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Summer Education: it’s critical for kids

By Tracy Lynn Calhoun, 3rd grade Mathematics Specialist, Pittsburgh King PreK-8 and PPS Summer Dreamers Academy leader

Out-of-school learning time is extremely important for today’s children. According to the National Summer Learning Association, gaps in student achievement that remain relatively constant during the school year widen significantly during the summer.

It’s our job as adults to help foster these young learners into the best people they can be. As a teacher and camp counselor, I have always wanted to find creative and unique ways to engage children, so they are excited to attend camp or school. I’ve found kids will give extra effort to do something they are actually interested in.

Ideally, every child in our community would have a summer camp to attend.

When we find more ways to engage students throughout the summer, they can grow academically and socially outside of the classroom. There are many reasons why this support is so critical for our community’s youth.

  1. Exploring interests: After-school programs and hobbies allow children to explore who they are, whether that’s during an art project at camp or playing basketball at an after-school program. Continued learning opportunities help children discover what their interests are and where their passions lie.
  1. Continue to develop reading and math skills: Children who don’t attend summer educational programs are at-risk of experiencing a drop in their reading and math development. By continuing to work these skills throughout the summer, they are more likely to succeed in both subjects, as demonstrated by a 2013-14 study completed by the RAND Corporation and the Wallace Foundation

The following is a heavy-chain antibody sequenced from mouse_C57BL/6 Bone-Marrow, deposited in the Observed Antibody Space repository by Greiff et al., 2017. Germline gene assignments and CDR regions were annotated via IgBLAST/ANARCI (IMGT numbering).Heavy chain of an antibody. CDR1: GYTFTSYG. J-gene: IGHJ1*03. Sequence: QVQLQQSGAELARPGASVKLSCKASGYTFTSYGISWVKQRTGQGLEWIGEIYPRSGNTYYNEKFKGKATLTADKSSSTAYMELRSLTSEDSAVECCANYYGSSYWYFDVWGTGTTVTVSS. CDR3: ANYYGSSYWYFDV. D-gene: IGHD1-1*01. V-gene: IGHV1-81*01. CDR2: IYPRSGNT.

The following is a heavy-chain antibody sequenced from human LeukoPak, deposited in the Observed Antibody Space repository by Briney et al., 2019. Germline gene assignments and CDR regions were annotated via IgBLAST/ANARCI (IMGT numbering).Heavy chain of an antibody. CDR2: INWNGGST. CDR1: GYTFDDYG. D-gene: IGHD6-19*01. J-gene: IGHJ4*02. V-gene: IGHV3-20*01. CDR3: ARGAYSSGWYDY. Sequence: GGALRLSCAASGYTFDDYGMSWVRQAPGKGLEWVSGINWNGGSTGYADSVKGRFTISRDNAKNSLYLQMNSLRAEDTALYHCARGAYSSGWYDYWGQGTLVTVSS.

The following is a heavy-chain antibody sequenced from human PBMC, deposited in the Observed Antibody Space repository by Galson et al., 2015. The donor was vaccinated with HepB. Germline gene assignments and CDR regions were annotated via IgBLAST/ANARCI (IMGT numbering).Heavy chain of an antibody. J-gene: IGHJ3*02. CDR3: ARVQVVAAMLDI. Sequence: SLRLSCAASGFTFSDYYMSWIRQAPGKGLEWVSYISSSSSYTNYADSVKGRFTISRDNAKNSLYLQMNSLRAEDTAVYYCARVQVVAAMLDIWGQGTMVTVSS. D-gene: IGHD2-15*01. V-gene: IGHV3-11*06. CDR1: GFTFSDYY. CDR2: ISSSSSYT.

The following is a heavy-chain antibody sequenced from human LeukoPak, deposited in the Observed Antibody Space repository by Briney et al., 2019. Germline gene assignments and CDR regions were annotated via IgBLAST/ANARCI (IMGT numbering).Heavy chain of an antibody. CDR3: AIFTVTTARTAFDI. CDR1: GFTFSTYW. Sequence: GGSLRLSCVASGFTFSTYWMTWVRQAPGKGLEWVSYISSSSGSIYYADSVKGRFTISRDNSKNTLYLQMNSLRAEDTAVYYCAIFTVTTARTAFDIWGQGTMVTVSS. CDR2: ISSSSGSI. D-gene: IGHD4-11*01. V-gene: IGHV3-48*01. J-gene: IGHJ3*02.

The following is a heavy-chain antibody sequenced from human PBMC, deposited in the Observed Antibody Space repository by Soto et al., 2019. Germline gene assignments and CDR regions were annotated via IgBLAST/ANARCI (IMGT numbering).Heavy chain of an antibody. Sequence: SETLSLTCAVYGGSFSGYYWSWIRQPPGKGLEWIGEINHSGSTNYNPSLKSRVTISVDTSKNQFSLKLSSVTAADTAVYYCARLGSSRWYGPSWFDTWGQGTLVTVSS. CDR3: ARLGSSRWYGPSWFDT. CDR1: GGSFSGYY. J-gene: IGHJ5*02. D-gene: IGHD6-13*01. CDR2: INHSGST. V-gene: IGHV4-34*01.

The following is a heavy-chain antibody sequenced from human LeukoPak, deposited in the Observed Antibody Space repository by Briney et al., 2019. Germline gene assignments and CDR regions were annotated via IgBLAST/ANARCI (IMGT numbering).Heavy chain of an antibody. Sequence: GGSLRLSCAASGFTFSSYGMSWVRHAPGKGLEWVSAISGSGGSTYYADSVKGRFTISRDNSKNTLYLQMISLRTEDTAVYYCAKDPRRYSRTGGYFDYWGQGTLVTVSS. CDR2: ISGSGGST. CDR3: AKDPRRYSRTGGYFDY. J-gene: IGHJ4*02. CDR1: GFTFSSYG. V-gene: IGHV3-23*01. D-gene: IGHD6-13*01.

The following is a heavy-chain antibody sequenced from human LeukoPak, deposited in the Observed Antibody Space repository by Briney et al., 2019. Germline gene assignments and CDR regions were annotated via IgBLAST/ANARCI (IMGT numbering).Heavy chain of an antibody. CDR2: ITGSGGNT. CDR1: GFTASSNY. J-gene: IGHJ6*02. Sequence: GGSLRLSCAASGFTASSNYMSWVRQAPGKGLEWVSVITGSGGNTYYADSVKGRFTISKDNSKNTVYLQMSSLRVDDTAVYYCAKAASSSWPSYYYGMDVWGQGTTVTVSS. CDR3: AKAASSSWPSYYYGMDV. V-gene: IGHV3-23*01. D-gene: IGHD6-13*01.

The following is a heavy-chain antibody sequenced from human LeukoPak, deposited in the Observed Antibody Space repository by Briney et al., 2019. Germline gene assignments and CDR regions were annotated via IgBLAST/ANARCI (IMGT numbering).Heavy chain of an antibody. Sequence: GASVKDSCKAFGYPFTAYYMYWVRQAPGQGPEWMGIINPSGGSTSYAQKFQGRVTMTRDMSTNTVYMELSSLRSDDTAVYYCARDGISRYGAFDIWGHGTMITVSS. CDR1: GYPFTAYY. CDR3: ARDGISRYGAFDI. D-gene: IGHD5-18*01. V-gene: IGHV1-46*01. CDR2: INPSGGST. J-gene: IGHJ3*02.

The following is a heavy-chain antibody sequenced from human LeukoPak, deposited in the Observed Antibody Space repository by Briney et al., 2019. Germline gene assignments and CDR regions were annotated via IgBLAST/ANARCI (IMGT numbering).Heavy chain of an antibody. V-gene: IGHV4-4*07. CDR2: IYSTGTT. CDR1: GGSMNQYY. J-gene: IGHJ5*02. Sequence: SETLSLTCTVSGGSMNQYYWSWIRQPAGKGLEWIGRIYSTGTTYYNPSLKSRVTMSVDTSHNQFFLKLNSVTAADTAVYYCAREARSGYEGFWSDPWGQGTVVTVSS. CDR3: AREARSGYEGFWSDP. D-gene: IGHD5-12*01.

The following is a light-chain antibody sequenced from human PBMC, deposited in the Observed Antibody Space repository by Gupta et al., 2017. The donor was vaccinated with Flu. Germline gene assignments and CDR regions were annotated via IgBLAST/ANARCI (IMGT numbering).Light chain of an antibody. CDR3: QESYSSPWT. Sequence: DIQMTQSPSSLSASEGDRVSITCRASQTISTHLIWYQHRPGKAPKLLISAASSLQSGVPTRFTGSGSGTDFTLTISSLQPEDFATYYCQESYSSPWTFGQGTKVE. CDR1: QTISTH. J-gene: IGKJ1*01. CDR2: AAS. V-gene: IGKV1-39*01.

1. Staying healthy: During the school year, low-income children have access to both breakfast and lunch, along with recess and gym where they are up and moving. But during the summer months, access to three meals a day, let alone three healthy meals per day, becomes difficult. Actually, the National Summer Learning Association reports that six out of every seven students who receive free – and reduced – price lunches lose access to healthy meals when school lets out.

There are many opportunities to get involved. If you’re a local professional, share your career with young kids and help them explore career possibilities. If you’re a reading aficionado, volunteer to read to local kids or help tutor them. If you’re just a person who wants to help, consider giving your time, talent or treasure to support kids in out-of-school programs.

Let’s work together to celebrate the strengths of our community’s children and encourage them to take risks and learn new things all year round.

United Way of Southwestern PA’s Allegheny Partners for Out-of-School Time and community partners developed the Summer 17 initiative last year to make a more deliberate, community-wide effort to provide local kids with safe learning environments throughout the summer. APOST and United Way’s Be There attendance initiative partner closely with the Pittsburgh Public Schools’ Summer Dreamers Academy to connect them to high-quality enrichment activities and provide fun activities for kids who meet their goals during the summer.